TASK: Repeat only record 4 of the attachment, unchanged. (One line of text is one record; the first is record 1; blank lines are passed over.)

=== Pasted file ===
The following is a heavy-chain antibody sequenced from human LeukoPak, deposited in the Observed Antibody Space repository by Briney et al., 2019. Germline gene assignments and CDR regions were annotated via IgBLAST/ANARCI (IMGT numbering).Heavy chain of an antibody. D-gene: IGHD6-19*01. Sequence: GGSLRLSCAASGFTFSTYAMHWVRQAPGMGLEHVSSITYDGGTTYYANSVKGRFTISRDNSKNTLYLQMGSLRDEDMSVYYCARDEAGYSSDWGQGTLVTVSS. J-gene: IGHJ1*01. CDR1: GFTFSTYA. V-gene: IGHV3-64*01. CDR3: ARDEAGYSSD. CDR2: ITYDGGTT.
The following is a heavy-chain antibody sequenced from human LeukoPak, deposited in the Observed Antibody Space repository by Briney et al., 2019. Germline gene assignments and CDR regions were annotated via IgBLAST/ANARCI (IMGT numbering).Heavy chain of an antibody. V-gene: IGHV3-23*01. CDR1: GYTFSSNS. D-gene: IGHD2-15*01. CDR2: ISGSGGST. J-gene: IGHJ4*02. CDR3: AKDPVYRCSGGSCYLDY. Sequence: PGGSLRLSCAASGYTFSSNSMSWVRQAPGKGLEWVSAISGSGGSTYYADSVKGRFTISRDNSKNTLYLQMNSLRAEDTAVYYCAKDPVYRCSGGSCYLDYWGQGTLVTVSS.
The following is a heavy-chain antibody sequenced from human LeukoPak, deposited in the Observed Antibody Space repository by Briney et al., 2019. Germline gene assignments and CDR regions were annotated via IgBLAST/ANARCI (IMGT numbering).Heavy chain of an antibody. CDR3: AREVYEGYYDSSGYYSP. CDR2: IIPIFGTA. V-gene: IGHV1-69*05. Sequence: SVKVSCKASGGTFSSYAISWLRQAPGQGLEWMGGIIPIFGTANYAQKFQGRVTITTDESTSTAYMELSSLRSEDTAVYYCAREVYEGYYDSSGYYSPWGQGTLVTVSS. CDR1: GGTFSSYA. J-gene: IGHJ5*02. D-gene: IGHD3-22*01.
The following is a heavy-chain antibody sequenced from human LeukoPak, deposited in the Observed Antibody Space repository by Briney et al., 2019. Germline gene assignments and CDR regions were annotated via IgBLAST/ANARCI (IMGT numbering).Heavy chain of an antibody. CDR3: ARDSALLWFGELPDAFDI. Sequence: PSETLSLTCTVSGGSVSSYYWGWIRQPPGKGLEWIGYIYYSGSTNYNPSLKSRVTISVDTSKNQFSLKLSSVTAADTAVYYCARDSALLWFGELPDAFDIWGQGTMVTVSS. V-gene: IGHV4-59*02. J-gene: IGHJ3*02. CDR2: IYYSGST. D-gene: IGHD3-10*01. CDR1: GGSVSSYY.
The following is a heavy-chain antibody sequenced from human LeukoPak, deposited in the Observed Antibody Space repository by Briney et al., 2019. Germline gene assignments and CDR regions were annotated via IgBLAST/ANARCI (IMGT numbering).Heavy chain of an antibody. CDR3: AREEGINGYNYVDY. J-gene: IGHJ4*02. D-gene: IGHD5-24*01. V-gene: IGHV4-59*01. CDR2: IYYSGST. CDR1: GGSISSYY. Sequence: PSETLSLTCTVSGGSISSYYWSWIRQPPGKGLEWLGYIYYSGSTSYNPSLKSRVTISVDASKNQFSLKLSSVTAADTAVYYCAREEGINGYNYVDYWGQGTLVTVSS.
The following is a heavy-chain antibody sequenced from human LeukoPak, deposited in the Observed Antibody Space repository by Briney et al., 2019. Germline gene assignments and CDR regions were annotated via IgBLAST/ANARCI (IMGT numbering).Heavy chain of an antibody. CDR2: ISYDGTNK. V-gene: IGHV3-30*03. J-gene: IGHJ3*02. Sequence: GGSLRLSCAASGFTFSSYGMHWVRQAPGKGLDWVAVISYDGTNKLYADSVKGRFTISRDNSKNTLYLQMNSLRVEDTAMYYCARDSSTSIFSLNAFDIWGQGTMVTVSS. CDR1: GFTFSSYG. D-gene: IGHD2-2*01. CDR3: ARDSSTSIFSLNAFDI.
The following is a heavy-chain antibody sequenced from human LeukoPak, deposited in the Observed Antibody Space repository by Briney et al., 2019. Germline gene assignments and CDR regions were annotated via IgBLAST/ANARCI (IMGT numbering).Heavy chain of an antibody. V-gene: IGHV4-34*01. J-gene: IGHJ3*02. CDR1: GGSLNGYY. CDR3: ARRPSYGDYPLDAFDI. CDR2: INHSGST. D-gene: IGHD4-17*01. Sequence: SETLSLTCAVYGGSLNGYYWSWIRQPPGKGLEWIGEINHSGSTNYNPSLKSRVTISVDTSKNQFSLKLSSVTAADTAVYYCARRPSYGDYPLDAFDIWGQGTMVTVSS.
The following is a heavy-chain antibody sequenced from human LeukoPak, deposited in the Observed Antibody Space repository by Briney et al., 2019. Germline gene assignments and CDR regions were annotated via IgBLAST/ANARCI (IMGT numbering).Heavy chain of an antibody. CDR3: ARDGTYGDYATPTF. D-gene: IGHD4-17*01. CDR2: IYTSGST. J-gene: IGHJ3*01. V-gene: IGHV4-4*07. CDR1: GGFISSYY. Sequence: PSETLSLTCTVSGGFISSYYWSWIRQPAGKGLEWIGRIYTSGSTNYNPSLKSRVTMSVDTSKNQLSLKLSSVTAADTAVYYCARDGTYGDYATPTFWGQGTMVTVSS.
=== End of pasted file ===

The following is a heavy-chain antibody sequenced from human LeukoPak, deposited in the Observed Antibody Space repository by Briney et al., 2019. Germline gene assignments and CDR regions were annotated via IgBLAST/ANARCI (IMGT numbering).Heavy chain of an antibody. CDR3: ARDSALLWFGELPDAFDI. Sequence: PSETLSLTCTVSGGSVSSYYWGWIRQPPGKGLEWIGYIYYSGSTNYNPSLKSRVTISVDTSKNQFSLKLSSVTAADTAVYYCARDSALLWFGELPDAFDIWGQGTMVTVSS. V-gene: IGHV4-59*02. J-gene: IGHJ3*02. CDR2: IYYSGST. D-gene: IGHD3-10*01. CDR1: GGSVSSYY.